Students, there’s one more card you should sign up for – a public library card.
The reason? Free stuff.
Libraries in the US have been going through a revamp lately in response to the digital revolution – both in your college campuses as well as in your host state’s libraries.
This means physical materials are slowly being phased out to make way for online content while reading spaces are now being repurposed into meeting rooms complete with all the tech gadgets necessary for any discussion.
The best thing about this is they are almost 100 percent FREE.
Yes, even for international students! Foreign citizens who are living locally can apply for a card at their local public libraries.
Apply for it, get it and don’t leave home without it. Think of it as a magical key to unlock this yummy list of free goodies:
1. Movies and TV shows
Netflix’s basic HD plans start at US$10/month, while Hulu’s price start at US$7.99/month. Whereas buying DVDs online can be really steep (example: 50 Shades Darker‘s Blu-ray is going for US$19.96 on Amazon).
At the library? A massive collection of DVDs for movies and TV shows are all free.
Even better is Kanopy, an on-demand video streaming service that boasts an impressive collection over 30,000 films featuring over 1,000 producers, including the famed Criterion Collection (film students, rejoice!) as well as a great selection of documentaries (Grey Gardens, Salesman, Ken Burns’ films) and independent films (Paris, Texas, Stranger Than Paradise, My Dinner With Andre).
When you get your reading list, head over to your nearest public libraries (or email them) to ask whether they have any. Most of the time, they’ll have some, if not all of the books you want. And if they don’t have them, they can order it from another library!
Some students have even gone through an entire semester without having to buy books – after all, there are many you don’t pick up again after classes are done. So save paper, save money, and borrow from the library.
The Los Angeles Public Library gives you online access to what they call, “All the news that’s fit to print”, i.e. The New York Times, AND if you’re old school and want to see what reading was like before the Internet, there’s the archive for the Los Angeles Times that lets you read this morning’s paper as well as headlines from as far back as 1881 (in downloadable PDF format too!).
4. Online databases
Subscription-based research databases can be expensive, and in some unfortunate cases, your school doesn’t subsidise access. In that case, pop over to your local library. They have been known to carry databases like EBSCOHost (online journal articles), Little Pim (foreign language classes for children) and Consumer Reports (review of consumer products, etc).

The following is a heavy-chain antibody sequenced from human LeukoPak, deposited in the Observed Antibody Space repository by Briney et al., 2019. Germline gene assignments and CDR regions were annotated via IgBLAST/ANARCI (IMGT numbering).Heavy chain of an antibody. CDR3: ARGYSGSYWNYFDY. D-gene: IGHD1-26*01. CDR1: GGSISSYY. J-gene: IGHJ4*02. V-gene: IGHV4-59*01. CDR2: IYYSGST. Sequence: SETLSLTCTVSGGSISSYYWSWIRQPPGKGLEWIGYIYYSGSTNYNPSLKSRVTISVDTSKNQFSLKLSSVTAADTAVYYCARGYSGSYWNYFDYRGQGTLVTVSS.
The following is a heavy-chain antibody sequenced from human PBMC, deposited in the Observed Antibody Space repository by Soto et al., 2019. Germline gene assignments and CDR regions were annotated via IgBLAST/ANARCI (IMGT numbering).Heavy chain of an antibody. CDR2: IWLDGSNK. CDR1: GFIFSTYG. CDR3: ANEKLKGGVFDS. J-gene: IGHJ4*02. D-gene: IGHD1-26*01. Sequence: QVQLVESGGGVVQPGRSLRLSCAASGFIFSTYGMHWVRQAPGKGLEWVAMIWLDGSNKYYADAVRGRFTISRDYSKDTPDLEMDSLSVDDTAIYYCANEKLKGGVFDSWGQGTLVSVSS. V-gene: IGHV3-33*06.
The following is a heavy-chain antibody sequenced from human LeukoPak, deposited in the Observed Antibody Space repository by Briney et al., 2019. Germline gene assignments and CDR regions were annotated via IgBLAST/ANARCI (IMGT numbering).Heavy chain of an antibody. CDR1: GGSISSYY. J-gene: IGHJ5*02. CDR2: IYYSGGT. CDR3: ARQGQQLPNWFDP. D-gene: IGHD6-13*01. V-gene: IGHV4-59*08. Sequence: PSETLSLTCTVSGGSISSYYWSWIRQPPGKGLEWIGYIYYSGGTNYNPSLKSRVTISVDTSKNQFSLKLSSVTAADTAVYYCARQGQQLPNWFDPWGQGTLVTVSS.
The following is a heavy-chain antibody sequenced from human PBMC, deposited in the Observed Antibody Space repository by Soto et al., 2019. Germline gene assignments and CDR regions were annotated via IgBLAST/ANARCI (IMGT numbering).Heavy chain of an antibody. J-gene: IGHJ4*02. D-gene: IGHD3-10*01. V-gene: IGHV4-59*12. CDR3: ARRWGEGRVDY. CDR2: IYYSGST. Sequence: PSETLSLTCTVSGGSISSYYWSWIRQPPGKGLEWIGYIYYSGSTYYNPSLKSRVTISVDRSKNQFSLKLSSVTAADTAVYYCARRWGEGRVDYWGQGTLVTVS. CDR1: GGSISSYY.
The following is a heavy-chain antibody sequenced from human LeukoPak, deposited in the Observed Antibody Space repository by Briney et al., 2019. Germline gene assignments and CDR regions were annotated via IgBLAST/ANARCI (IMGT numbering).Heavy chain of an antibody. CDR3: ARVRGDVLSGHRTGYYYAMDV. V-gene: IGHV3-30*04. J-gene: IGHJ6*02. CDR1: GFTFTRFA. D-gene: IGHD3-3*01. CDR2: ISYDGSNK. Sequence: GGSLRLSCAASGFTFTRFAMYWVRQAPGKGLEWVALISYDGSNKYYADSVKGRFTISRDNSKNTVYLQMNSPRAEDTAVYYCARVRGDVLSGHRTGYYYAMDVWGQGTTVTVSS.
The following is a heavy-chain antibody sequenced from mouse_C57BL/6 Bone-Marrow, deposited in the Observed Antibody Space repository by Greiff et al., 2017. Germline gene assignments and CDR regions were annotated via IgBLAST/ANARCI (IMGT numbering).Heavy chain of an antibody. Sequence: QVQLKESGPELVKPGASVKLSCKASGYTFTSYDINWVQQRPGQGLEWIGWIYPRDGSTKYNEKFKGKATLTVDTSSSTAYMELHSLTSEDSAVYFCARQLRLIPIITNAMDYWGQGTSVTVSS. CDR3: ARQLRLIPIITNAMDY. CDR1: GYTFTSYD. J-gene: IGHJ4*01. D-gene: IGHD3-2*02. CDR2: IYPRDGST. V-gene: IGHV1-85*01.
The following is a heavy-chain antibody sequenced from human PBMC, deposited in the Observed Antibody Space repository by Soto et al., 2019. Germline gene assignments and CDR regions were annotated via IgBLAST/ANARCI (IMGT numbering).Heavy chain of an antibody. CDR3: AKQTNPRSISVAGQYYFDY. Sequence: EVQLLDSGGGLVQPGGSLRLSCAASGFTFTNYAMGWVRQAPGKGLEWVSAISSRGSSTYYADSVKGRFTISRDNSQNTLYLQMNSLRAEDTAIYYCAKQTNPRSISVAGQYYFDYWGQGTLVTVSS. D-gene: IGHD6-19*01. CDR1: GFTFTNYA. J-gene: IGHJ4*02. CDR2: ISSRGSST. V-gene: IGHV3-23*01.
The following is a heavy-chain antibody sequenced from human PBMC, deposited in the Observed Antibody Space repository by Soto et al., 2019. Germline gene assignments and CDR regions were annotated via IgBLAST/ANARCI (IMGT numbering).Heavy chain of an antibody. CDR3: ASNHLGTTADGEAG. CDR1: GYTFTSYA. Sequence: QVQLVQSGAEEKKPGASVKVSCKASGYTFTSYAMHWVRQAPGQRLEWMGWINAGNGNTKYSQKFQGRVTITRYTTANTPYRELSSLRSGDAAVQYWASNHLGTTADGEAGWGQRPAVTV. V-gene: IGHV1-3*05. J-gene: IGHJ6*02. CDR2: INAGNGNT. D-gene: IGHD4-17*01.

5. Cheap printing
A printer will take up space and is fairly unnecessary in these digital times. In money terms, the moolah invested in one will likely not be worthwhile since most universities accept electronic assignments. If you do need to print stuff, most public libraries let you print from the computer or copy machines and even 3D printers.
6. Online courses
At the Cleveland Public Library, patrons get free access to Gale Courses, an online platform that lets you take high-quality courses like computer applications, web design, accounting, and personal development. Houston Public Library offers Brainfuse – Adult Learning Centre for career resources and Microsoft Office help too.
It also has 24/7 access to Lynda.com’s vast library video tutorials by industry experts on subjects ranging from coding to foreign languages.
7. Special events
Libraries like the Cambridge Public Library organise up to 100 events each month, from author readings to guest lectures. It’s a great way to venture beyond your school’s campus, learn something new and mingle with your local community.
This week, the Santa Monica Public Library is celebrating Free Comic Book Day with a week of activities, including film screening, comic exhibitions and free comic giveaways.
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